Forum: Retirement is a milestone and the start of life's new chapter

I retired at age 63, having worked for some 37 years, more than half of that in senior management. I then wrote a book on retirement, titled Retirement - A Bad Word?.

In his letter published on Thursday, Mr Liew Mun Leong said retirement at a predetermined age is an outdated concept ('Silver-haired' talents can still contribute, Aug 12).

I consider it a useful milestone for determining what one wishes to do for the rest of one's life, having worked for some two-thirds of it thus far.

Working is a means to an end. But the end means different things to different people.

For most people, the end means earning a decent living, ensuring a comfortable life for themselves and their families, giving their children a good education so that they can be financially independent, and accumulating sufficient retirement savings for a meaningful and fulfilling retirement.

For others, especially those in senior and top management, the end is about enjoying power, status, recognition, connection, an expense account, business-class travel, a company car with a driver, a secretary, and a large, well-equipped office.

A business card is essential to them for self-esteem, self-importance and a feeling of relevance.

They do not relish waking up in the morning after retiring to discover that all these trappings are gone. It can be very daunting.

I consider it a luxury for companies to be able to employ "silver hairs" - men of retirement age - and put them in specially created leadership positions.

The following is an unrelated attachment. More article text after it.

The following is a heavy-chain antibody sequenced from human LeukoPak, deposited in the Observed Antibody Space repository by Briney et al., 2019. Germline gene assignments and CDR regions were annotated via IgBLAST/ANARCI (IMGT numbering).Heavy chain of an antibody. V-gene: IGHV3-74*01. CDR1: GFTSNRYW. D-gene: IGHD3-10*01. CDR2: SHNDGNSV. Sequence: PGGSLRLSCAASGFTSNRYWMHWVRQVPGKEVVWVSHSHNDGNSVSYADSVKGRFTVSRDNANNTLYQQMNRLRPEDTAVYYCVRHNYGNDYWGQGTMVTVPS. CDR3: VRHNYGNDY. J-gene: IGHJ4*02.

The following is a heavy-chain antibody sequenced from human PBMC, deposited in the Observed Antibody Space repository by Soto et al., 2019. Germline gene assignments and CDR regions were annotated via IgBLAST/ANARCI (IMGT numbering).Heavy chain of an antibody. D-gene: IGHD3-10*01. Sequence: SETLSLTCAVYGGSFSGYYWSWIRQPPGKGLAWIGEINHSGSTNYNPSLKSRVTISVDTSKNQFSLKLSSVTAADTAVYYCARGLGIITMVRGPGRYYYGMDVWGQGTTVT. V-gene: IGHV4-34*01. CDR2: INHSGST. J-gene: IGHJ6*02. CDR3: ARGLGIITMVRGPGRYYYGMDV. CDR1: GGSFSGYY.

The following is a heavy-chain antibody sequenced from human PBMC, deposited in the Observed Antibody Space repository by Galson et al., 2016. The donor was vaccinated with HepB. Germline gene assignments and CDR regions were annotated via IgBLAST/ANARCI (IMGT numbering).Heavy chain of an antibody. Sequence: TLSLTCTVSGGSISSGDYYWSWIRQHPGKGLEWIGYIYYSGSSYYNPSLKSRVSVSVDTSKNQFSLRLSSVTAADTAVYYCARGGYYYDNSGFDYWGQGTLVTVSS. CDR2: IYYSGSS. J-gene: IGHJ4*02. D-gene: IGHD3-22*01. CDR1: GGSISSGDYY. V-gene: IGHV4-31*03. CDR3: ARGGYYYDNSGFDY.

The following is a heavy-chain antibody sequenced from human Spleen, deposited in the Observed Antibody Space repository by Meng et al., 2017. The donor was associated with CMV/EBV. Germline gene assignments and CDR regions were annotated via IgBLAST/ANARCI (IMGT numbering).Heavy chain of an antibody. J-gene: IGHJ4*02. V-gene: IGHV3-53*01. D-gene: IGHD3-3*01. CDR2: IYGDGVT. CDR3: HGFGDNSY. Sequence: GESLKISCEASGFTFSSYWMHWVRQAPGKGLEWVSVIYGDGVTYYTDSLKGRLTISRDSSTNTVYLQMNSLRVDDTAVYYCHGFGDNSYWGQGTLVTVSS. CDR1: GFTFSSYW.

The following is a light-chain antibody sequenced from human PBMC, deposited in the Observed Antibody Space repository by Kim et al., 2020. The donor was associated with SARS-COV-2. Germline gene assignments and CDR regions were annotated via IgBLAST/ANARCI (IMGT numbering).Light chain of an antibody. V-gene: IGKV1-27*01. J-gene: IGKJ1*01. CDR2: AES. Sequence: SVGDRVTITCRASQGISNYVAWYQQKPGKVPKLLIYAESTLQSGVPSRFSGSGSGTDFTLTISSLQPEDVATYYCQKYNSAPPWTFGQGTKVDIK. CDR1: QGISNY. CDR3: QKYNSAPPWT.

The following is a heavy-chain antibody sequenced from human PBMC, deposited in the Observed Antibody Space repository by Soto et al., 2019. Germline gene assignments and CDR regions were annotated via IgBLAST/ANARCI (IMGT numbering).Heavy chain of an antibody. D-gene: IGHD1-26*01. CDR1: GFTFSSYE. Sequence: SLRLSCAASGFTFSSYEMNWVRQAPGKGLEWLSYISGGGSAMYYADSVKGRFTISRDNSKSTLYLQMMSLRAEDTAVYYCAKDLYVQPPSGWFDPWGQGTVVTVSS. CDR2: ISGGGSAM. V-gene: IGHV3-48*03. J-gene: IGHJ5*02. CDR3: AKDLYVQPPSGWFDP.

In reality, how many organisations can afford this?

Training, grooming and developing young talent must be an integral part of an organisation's manpower and succession planning strategy, with knowledge and expertise imparted by the incumbent senior executives.

Retirement is the beginning of life's golden chapter, the phase of life when we have more time to pursue our hobbies, fulfil our bucket list and whatever else we desire at our own time and pace, free from the shackles of working life.

Assuming we retire at 62, the minimum retirement age, and live to 80, we are likely to have fewer than 18 years to enjoy our retirement, given some unproductive years owing to illness, debilitation, reduced cognitive ability and other age-related problems.

It is important to understand that retirement means retiring from work, not from life.

It is an entitlement and a privilege, and we should not forgo the entitlement and squander the privilege.

And working until ill health or death beckons is certainly not an attractive proposition.

Lawrence Loh Kiah Muan

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